Acute stroke in 3 brain territories suggests cancer
Over the past several decades cancer has increased to rival heart disease as the leading cause of death in the United States. Non-infectious endocarditis and cancer-associated hypercoagulation (C-AH) have both been suggested as a source of stroke in cancer patients. The importance of recognizing C-AH is appreciated, considering it occurs in as many as 15% of cancer patients and may be the presenting or accompanying manifestation of the illness. A variety of cancers including lung, colon, pancreas, breast and bladder, have been noted with stroke due to C-AH. Clues in the diagnosis of C-AH related stroke include a substantially elevated D-Dimer blood test and/or history of other thrombotic events such as deep venous thrombosis or pulmonary embolism. However, we found three territory acute infarcts on brain MR imaging to be highly suggestive.
The infarcts are for the most part, small, scattered lesions defined on diffusion-weighted imaging (DWI) sequence of the MRI. The key feature in the DWI lesions is that they involve 3 areas, specifically the bilateral anterior cerebral circulation and posterior cerebral circulation. The diagnostic importance of 3 territory involvement has not previously been fully appreciated. Moreover, the value in diagnosis of C-AH is appreciated considering the potential for prevention of further strokes with the use of anticoagulation. The application of 3 territory DWI lesions as a marker for C-AH applies in the context of having eliminated other possible causes that include embolic etiologies such as endocarditis, atrial fibrillation, complications of cardiovascular surgery, fat or air emboli, all of which can be readily considered based on patient history. DWI infarcts involving 3 specific vascular territories in the absence of an identifiable source, is highly suggestive of C-AH.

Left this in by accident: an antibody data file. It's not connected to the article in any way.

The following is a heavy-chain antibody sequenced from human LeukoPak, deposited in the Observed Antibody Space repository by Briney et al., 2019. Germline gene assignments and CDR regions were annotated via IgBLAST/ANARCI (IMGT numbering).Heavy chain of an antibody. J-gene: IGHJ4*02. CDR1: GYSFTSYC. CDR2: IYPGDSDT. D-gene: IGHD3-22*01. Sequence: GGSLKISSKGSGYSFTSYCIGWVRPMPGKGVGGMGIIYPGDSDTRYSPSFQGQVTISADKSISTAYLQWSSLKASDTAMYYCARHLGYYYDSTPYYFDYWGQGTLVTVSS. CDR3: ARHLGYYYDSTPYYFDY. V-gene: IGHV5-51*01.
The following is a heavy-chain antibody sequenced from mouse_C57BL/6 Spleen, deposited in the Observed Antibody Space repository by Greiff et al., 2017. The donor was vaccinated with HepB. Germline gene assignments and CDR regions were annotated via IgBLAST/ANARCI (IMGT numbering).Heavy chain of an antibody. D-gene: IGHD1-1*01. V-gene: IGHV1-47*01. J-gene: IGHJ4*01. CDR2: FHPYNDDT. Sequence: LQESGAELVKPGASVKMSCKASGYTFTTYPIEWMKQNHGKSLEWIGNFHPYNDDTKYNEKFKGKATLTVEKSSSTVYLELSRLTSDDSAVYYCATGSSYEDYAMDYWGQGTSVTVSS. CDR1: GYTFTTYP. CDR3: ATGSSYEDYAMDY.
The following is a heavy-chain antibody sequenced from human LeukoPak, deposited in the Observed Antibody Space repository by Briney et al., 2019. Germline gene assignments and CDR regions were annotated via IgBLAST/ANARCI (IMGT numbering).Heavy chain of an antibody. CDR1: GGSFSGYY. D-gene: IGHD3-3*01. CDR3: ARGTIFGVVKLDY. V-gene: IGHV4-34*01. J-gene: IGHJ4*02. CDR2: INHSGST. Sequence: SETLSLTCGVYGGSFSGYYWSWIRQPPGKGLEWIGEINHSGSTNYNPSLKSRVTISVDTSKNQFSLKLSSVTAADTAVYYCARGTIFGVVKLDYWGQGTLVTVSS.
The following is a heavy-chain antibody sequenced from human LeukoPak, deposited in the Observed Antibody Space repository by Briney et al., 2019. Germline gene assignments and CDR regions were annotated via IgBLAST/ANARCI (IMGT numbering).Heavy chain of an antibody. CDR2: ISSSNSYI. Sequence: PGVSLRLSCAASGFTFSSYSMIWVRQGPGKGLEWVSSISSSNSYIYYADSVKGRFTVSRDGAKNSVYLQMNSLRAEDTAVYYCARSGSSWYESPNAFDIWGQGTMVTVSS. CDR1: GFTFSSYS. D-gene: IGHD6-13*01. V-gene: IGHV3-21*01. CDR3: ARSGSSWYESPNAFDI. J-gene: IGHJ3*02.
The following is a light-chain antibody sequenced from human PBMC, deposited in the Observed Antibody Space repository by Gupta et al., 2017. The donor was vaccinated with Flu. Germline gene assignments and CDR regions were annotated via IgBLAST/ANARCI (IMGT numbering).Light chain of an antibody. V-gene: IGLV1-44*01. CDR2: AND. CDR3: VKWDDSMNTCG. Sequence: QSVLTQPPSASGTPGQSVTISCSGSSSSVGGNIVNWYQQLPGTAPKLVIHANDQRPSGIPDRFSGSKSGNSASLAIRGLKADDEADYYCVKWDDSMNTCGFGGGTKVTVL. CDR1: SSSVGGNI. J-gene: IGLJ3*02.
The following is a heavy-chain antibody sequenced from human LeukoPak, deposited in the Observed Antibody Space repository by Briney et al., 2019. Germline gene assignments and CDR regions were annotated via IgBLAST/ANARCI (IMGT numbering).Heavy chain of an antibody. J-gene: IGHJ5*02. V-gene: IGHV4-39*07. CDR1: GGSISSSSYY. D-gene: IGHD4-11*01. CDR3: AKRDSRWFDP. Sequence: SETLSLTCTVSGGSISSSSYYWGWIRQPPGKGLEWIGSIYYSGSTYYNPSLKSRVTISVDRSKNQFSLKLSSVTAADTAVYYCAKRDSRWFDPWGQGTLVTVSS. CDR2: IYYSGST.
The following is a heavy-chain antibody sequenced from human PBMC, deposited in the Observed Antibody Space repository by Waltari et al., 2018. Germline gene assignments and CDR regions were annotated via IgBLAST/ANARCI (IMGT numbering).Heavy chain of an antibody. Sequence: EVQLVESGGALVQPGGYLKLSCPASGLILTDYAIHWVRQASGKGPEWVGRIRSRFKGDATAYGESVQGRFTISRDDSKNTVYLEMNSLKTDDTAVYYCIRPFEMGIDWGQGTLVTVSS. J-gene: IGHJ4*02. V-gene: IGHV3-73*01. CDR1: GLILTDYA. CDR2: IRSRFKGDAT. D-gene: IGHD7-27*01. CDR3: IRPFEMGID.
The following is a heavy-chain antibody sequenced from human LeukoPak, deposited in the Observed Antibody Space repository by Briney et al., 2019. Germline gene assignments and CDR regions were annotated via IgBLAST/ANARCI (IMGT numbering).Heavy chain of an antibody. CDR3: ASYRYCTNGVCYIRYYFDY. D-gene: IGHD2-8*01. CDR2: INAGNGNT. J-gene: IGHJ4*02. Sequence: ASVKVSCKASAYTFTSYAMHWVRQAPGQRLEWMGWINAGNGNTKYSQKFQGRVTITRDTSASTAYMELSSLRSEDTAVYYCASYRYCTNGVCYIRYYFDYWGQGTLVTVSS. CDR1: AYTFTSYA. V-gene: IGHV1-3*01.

Pasquale F. Finelli, Amre Nouh
Dept of Neurology Hartford Hospital
University of Connecticut Health Center, USA
Three-Territory DWI Acute Infarcts: Diagnostic Value in Cancer-Associated Hypercoagulation Stroke (Trousseau Syndrome).
Finelli PF, Nouh A
AJNR Am J Neuroradiol. 2016 Jun 30
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